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Sebastian Grabowiecki (c. 1543 – 1607) was a Polish Catholic priest and poet.[1] He was the author of Setnik rymów duchownych and Setnik rymów duchownych wtóry (Spiritual Rhymes parts 1 and 2). His work, focused entirely on religious themes (like George Herbert's), was strongly influenced by Italian poetry, especially by Rime Spirituali by Gabriele Fiamma.[2] One of the founding fathers of Polish lyric poetry, Grabowiecki was one of the first poets to write sonnets in Polish.[3] Thus he holds a position comparable to Thomas Wyatt, Henry Howard, Earl of Surrey and Portuguese poet Francisco de Sá de Miranda, who introduced the sonnet into their native literatures. He also wrote the first Polish poem in ottava rima, and was an early adopter of the Sapphic stanza in Polish poetry. His best-known poem is a sonnet (based on one of Fiamma's) similar to Philip Sidney's Sonnet 89 from Astrophel and Stella ("Now that of absence the most irksome night"), with the use of epistrophe (repetition of end-words) instead of rhyme.

Z twej śmierci, Jezu, dochodziem żywota;
Śmierć podejmując dla nas, władzą śmierci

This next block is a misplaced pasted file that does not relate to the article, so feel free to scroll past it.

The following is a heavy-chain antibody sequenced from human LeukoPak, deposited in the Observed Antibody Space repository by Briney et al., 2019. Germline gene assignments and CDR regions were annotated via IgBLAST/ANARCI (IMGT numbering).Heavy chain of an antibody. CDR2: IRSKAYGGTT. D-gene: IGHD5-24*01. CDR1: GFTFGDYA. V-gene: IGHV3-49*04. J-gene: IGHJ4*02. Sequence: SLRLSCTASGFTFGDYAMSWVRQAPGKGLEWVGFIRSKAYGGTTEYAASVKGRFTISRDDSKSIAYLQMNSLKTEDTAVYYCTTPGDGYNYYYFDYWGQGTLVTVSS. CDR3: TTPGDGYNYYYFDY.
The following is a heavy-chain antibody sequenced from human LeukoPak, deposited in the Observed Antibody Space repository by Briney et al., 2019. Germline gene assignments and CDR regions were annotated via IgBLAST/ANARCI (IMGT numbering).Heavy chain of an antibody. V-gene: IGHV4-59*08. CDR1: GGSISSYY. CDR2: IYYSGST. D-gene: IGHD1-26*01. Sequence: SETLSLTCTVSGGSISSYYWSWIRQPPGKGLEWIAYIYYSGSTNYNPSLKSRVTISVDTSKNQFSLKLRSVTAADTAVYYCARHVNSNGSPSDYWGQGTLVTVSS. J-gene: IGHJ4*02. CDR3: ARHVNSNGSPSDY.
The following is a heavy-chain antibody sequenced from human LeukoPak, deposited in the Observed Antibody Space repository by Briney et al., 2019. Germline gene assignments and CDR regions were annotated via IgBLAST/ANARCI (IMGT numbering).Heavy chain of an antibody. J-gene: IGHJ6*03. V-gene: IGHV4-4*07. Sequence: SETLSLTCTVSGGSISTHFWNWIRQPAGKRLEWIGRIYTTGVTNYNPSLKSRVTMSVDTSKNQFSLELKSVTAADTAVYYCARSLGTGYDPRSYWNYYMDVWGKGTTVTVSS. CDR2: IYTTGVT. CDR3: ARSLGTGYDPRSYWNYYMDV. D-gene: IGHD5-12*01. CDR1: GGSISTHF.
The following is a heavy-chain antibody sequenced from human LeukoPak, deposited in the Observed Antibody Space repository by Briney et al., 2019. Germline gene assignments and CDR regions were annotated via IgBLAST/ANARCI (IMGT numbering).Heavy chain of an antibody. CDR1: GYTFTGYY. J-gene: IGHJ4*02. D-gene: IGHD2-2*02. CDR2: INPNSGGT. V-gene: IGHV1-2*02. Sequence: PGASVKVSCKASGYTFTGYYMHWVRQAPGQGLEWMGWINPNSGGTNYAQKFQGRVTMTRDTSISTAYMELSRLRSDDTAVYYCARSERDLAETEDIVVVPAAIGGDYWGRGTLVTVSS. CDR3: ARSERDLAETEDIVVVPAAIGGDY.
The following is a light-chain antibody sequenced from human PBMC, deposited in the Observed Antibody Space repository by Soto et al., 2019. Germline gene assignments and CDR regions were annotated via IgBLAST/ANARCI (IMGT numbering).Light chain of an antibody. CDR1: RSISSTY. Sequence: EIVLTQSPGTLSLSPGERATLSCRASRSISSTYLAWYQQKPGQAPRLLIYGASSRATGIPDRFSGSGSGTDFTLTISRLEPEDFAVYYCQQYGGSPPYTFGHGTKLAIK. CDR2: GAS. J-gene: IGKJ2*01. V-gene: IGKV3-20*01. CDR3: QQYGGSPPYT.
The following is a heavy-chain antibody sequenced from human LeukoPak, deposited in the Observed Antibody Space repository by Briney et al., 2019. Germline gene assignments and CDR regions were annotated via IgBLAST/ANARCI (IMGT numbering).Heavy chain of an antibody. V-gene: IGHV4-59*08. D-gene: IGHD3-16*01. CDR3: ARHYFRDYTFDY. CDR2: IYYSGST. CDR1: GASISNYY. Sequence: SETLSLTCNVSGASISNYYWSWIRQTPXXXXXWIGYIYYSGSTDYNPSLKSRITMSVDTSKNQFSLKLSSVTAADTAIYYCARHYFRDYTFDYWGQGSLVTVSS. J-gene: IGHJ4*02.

Bierzesz, a z twej k nam miłości tej śmierci
Moc dawasz, co nas wpuszcza do żywota.
[4]

With thy death, Jesus, is accomplished life;
Death undergoing for us, the power of death
You take, and by thy loving hand through death
Power bestow, which brings us unto life.

Notes

  1. ^ Mirosława Hanusiewicz, Świat podzielony. O poezji Sebastiana Grabowieckiego, Lublin 1994 (In Polish).
  2. ^ Jerzy Starnawski, Zarys dziejów literatury staropolskiej, Lublin 1993, p. 95 (in Polish).
  3. ^ Lucylla Pszczołowska, Wiersz polski. Zarys historyczny, Wrocław 1997, p. 95 (in Polish).
  4. ^ "CXLIV: Sonet" lines 1-4, in Grabowiecki 1893, p 136.

References

Grabowiecki, Sebastian (1893) [1590]. Korzeniowski, Józef, ed. Rymy duchowe: 1590. Kraków.